What is the role of a lubricant for your vehicle?
The metal parts of your engine suffer the effects of friction as they rub together. This generates heat and leads to premature wear. It's a bit like water-skiing. The buoyancy of the water helps you to glide across the waves more easily. The same principle applies to a lubricant inside your engine. The lubricant helps to reduce the effects of friction between the moving parts. As a result, they wear out more slowly and do not heat up. The oil reduces the amount of friction, which improves the performance of the engine and also reduces its fuel consumption.
But that's not all. Your oil protects your engine against corrosion and acid attacks. It also helps to reduce the temperature of your engine.
Finally, it removes any impurities that may accumulate over time (soot, dust and wear debris), which maintains the performance level of your engine.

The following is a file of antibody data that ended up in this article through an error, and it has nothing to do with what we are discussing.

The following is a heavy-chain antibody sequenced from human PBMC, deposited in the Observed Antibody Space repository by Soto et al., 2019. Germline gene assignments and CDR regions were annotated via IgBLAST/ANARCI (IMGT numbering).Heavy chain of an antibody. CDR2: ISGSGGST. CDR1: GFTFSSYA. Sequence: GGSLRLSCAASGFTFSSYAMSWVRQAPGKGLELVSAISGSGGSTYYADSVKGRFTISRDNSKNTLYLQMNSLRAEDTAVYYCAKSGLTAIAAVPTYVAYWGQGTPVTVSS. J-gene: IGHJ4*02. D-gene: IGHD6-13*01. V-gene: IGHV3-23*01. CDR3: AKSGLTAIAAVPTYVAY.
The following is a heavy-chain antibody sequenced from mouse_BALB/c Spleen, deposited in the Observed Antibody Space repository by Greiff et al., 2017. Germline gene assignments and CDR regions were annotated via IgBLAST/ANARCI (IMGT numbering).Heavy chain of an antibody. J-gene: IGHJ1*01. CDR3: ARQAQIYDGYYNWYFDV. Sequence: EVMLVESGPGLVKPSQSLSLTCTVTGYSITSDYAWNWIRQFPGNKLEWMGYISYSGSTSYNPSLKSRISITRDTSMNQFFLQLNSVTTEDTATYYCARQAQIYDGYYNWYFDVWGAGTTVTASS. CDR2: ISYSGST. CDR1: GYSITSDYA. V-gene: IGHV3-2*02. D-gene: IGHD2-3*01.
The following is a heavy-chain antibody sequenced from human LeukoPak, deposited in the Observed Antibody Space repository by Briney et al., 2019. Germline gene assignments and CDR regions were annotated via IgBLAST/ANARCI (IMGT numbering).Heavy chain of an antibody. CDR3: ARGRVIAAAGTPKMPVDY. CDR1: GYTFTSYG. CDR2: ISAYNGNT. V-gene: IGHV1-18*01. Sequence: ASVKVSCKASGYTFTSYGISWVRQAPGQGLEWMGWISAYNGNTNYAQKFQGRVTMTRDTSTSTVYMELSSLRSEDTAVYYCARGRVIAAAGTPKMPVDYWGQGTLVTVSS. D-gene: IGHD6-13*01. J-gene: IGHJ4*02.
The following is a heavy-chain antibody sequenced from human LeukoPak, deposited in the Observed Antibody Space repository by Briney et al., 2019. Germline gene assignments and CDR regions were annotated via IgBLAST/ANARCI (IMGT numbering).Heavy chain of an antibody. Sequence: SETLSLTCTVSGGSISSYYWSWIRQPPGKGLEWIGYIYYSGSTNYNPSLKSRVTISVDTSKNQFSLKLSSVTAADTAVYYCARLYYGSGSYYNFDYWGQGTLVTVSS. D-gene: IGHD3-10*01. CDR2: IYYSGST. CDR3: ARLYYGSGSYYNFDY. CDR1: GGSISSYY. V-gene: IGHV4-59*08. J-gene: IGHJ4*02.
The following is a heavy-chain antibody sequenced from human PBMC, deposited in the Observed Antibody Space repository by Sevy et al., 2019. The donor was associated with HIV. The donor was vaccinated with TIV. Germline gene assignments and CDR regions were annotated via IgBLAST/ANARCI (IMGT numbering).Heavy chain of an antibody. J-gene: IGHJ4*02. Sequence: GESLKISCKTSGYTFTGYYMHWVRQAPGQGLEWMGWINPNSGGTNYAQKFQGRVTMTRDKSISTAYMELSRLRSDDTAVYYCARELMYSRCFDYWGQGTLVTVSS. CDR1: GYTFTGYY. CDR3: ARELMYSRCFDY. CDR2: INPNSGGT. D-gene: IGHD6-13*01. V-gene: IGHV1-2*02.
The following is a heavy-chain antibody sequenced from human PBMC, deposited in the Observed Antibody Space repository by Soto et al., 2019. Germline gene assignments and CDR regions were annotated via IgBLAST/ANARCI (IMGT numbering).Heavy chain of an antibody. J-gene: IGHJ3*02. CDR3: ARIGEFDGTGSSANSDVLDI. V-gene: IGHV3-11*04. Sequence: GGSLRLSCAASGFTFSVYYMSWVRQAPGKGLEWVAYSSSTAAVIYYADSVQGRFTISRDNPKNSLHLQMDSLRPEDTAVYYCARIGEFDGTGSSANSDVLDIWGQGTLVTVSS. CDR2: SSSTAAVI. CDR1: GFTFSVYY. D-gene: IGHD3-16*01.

Your engine oil is generally composed of 70% base oil and 30% additives.
The additives provide essential properties:
The antioxidant additives increase the oil's ability to resist high temperatures, which results in less frequent oil changes.
Other additives maintain the lubricity of the oil.
The detergent additives prevent the formation of deposits, which keeps the engine clean and maintains its performance level throughout its lifetime.
The anti-foaming additives prevent the oil from frothing and stop the oil pump from running dry.
The cold temperature additives help the lubricant to remain fluid at low temperatures, allowing the engine to start more rapidly.
The anti-wear additives increase the longevity of your engine by creating a protective barrier on the surface of the parts.
The extreme-pressure additives increase resistance to wear and reduce friction.
Finally, the anti-corrosion additives prevent acid, water and air from attacking the different metal parts. This means that your engine remains younger for longer.